Baroreceptor and chemoreceptor influences in the regulation of sympathetic discharge to the heart were investigated, utilizing electroneurographic recordings from the left inferior cardiac nerve in the cat. Spontaneous discharge patterns exhibited phasic inhibition with the heartbeat and with inflation of the lungs. This was shown to be the consequence of baroreceptor and afferent vagal activity, respectively. Increasing blood pressure with epinephrine or angiotensin II caused marked inhibition of discharge which was abolished by baroreceptor deafferentation. No increase of cardiac sympathetic discharge occurred after the introduction of hypoxic blood into the isolated carotid sinus. Systemic hypoxia caused a marked increase in sympathetic discharge to the heart despite a large increase of systemic blood pressure. This response persisted after denervation of the peripheral chemoreceptors. A similar but less pronounced response to systemic hypercapnia was found. Systemic hypoxia frequently produced bradycardia which could be converted to tachycardia by atropine. This was associated with a large and continuous increase of cardiac sympathetic discharge to the heart. It is concluded that in systemic hypoxia both sympathetic and parasympathetic discharge to the heart is enhanced.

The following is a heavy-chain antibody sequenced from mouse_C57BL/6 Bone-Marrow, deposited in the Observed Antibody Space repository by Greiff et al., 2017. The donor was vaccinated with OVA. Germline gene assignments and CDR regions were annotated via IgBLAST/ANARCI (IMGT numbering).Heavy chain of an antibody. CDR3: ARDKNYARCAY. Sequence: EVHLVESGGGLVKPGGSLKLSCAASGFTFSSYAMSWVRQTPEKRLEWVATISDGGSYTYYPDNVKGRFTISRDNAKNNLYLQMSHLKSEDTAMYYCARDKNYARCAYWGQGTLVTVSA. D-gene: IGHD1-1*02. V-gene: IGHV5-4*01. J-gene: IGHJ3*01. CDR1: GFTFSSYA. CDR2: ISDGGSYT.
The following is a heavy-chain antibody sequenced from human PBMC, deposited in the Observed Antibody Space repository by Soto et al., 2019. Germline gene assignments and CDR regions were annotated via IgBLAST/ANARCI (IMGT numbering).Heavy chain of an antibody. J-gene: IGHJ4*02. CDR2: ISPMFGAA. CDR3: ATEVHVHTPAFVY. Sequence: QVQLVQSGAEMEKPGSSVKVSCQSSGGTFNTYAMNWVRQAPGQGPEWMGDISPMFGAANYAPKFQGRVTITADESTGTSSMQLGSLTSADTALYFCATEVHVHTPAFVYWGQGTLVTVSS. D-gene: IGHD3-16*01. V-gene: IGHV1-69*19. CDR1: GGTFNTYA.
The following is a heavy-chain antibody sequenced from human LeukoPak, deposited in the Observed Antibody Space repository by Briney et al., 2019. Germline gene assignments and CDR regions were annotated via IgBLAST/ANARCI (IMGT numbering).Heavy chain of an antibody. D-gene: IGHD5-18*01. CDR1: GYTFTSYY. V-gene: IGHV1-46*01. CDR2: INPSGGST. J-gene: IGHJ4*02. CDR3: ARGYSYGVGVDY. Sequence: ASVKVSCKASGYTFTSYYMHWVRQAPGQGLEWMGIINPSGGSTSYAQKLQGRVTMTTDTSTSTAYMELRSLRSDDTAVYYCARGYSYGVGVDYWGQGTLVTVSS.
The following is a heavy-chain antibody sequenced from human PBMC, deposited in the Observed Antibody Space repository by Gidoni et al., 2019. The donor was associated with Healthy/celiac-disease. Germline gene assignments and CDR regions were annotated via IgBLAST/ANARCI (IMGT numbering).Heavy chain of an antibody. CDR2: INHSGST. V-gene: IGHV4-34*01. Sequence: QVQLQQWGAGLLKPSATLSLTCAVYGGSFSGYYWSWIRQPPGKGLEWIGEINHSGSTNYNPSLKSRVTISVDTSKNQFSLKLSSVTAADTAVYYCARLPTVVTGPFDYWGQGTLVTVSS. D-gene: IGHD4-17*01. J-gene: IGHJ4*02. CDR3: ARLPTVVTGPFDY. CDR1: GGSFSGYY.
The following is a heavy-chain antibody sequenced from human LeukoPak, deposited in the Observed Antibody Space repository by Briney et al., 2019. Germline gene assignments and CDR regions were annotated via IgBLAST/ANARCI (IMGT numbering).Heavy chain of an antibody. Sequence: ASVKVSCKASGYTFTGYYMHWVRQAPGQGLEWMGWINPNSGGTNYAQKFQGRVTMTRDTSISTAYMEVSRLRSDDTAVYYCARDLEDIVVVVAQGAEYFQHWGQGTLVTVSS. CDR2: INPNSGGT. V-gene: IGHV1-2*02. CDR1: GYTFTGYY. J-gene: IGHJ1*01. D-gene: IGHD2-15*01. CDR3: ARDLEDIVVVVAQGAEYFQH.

- Copyright © 1963 by American Physiological Society